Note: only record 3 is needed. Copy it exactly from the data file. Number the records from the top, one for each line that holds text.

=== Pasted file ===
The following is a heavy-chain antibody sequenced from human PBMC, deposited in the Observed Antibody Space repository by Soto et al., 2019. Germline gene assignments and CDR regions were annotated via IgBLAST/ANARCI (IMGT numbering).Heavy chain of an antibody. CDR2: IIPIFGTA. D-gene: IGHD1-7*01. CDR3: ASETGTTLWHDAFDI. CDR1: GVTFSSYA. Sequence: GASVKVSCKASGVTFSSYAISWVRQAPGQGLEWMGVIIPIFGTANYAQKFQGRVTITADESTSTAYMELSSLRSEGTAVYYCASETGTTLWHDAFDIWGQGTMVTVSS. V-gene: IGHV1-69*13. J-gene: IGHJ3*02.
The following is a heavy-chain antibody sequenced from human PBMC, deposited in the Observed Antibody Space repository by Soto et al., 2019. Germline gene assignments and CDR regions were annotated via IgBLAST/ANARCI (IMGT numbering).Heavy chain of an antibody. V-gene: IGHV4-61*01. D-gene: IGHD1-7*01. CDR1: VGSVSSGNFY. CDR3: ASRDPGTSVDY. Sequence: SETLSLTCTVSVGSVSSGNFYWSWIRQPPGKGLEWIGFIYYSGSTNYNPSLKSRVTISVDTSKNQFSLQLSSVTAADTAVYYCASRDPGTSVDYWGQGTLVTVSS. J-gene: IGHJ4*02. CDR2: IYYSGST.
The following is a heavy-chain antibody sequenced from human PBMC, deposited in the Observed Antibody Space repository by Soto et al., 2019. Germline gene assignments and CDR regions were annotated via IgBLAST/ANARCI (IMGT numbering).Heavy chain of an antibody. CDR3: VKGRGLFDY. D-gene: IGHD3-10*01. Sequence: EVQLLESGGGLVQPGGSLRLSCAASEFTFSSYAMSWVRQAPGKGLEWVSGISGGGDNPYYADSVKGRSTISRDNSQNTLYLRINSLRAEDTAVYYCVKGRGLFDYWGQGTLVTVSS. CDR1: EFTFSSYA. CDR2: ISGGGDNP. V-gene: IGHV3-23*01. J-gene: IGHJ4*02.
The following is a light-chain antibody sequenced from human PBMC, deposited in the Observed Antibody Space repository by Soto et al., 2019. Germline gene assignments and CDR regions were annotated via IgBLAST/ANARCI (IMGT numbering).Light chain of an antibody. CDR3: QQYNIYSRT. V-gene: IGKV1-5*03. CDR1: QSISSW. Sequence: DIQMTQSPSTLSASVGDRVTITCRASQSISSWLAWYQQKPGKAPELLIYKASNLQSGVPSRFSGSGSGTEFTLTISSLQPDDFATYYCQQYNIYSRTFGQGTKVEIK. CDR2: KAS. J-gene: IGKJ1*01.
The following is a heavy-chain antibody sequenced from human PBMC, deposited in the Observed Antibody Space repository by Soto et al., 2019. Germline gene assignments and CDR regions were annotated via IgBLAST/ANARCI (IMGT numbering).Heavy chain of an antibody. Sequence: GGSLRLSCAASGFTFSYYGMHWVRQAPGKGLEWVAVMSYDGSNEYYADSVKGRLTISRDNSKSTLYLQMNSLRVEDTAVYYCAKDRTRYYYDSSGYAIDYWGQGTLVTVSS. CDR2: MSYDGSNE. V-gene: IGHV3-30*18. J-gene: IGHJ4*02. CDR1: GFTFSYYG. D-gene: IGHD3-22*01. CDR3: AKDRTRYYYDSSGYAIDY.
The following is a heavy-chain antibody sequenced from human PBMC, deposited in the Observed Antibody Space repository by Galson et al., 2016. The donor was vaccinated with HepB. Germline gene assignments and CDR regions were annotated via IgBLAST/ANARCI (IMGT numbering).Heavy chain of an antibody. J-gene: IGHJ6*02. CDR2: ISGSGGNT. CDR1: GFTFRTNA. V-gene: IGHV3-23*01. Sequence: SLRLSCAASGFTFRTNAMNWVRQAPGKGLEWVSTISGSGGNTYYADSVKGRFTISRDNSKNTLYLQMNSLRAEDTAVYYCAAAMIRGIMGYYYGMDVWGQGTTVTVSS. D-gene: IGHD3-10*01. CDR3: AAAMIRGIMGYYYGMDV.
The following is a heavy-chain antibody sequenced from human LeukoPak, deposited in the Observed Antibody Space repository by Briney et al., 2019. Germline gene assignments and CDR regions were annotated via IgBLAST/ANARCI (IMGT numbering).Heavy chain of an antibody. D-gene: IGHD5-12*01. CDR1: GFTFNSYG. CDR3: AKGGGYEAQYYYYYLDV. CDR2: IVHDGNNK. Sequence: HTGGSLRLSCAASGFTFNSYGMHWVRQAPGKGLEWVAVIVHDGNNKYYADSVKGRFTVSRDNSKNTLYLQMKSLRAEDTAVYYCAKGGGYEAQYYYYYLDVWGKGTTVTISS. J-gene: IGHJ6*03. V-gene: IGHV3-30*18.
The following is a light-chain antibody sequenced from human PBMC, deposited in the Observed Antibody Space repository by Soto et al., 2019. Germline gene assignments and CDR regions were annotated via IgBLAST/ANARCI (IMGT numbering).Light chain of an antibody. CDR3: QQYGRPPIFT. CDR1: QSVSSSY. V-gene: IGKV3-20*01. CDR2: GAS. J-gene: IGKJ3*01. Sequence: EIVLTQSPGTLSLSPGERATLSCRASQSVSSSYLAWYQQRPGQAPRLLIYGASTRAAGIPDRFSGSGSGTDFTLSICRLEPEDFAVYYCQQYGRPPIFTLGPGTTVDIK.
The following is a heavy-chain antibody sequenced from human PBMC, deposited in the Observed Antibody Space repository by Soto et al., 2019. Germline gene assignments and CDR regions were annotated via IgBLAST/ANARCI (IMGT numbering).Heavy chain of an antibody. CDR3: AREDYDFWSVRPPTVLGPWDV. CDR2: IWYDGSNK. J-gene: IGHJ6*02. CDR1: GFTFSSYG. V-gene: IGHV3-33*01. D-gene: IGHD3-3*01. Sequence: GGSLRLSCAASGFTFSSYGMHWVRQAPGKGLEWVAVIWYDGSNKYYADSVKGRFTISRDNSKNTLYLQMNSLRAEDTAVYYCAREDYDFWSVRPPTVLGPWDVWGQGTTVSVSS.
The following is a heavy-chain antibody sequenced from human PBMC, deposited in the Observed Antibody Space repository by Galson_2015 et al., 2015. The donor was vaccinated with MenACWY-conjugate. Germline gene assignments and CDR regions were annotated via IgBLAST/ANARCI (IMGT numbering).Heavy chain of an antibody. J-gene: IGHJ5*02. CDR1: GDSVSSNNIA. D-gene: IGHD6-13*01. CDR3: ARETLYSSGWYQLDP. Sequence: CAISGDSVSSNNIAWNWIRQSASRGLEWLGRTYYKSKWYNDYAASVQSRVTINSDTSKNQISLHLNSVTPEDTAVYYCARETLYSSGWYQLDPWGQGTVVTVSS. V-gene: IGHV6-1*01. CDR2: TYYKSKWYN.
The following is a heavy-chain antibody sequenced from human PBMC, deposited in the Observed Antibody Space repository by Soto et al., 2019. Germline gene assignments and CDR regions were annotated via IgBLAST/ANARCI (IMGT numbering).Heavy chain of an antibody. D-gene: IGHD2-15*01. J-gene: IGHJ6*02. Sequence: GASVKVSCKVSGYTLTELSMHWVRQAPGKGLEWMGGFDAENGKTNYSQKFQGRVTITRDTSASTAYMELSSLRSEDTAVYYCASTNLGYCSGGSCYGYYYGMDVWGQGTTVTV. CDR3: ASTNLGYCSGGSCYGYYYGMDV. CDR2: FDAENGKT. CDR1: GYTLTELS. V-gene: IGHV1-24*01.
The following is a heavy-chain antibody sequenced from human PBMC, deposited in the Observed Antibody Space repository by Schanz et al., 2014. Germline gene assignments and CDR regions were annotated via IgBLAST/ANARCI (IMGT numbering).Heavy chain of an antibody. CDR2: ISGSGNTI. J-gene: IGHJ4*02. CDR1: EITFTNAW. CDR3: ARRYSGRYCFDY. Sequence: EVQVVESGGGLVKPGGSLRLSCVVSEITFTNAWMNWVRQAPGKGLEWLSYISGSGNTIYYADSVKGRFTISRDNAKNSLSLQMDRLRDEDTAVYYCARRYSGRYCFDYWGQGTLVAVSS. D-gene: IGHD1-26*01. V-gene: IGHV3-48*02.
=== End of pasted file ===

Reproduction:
The following is a heavy-chain antibody sequenced from human PBMC, deposited in the Observed Antibody Space repository by Soto et al., 2019. Germline gene assignments and CDR regions were annotated via IgBLAST/ANARCI (IMGT numbering).Heavy chain of an antibody. CDR3: VKGRGLFDY. D-gene: IGHD3-10*01. Sequence: EVQLLESGGGLVQPGGSLRLSCAASEFTFSSYAMSWVRQAPGKGLEWVSGISGGGDNPYYADSVKGRSTISRDNSQNTLYLRINSLRAEDTAVYYCVKGRGLFDYWGQGTLVTVSS. CDR1: EFTFSSYA. CDR2: ISGGGDNP. V-gene: IGHV3-23*01. J-gene: IGHJ4*02.